Gender inequality results in poorer outcomes for men
Traditional stereotypes are often just as difficult for men to live up to. There are enormous pressures to be a ‘real man’, to demonstrate physical and emotional strength, and to provide financially as the family ‘breadwinner’. Trying to live up to this ideal can lead to feelings of inadequacy. Yet the pressure to remain emotionally resilient often prevents men seeking help.
Men are more likely to consume alcohol excessively; more likely to engage in violent and risky behaviours; and less likely to admit pain, seek medical advice or have a strong social network from which to ask for help. Among young Australians aged 12 to 24 years there are three male deaths to every female death, with accidents and suicide accounting for most of the difference. In 2015 around 76 % suicides were by men.
We are all responsible for making gender equity a reality in our workplaces and this change needs to be led from the top. Real change becomes possible when we have open and challenging conversations about gender equity. Real and positive change—disruptive change—also needs to start with a 'yes'.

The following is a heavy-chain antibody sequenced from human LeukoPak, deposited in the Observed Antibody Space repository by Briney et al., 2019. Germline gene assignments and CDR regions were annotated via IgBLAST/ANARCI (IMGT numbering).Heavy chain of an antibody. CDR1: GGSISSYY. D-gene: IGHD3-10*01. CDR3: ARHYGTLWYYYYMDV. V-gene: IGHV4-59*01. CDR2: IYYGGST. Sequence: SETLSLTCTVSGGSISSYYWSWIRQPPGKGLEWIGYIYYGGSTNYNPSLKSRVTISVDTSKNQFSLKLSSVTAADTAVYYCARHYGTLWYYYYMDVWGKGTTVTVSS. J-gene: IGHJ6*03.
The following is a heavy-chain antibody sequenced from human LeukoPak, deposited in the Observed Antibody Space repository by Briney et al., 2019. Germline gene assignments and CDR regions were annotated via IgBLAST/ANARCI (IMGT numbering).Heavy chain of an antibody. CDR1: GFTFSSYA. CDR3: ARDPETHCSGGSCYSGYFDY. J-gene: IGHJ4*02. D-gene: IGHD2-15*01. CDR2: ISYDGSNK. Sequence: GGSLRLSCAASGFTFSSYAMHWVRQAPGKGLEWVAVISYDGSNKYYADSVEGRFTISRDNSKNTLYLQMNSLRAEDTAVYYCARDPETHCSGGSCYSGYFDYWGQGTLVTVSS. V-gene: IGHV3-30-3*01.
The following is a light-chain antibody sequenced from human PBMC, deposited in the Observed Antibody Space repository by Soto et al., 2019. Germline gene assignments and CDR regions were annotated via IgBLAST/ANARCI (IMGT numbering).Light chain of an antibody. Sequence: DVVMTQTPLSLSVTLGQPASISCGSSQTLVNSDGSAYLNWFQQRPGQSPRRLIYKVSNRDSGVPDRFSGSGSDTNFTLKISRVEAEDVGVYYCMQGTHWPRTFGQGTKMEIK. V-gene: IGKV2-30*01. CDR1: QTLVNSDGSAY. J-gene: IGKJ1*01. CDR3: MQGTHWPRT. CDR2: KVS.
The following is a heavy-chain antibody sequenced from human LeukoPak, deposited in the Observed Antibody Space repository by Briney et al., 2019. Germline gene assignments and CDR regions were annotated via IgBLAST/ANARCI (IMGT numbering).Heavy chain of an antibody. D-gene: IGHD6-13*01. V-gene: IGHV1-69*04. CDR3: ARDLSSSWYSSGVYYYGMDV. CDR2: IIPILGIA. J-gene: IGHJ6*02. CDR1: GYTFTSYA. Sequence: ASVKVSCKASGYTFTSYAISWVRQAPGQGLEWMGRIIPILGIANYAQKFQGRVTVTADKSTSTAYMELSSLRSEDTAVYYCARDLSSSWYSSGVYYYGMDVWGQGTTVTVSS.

- Adam Fennessy, Secretary, Department of Environment, Land, Water and Planning, Victorian Male Champions of Change
Gender discrimination cuts both ways
Men may face discrimination or disapproval when taking on career paths, caring responsibilities and activities traditionally reserved for women. For example, men account for only 5% of the early childhood education and care workforce and are radically under-represented in the maternal child and health workforce. This creates challenges for men seeking out careers in these industries. While many men want to take more equal responsibility in caring for children, workplace practices often prevent or discourage them from taking extended parental leave or from working flexibly.
Men who have better access to flexible work are more productive in their jobs, report higher work performance, cope better with higher workloads, have fewer absences and have lower levels of personal stress and burnout.
Too often, gender equity is seen as a women’s issue, a feminist issue.
I find this just as nonsensical as racism being an issue just for Indigenous
Australians or our more recent immigrants. Just as racism devalues
and degrades us all, so does gender inequity.
- Prof Doug Hilton, Director, Walter and Eliza Hall Institute of Medical Research, Victorian Male Champions of Change
It's time for the men, who by and large hold the positions of power in
our community, to step up beside women to advance gender equality.
Change needs everyone and will benefit us all
- Kate Jenkins, Sex Discrimination Commissioner, Convenor, Victorian Male Champions of Change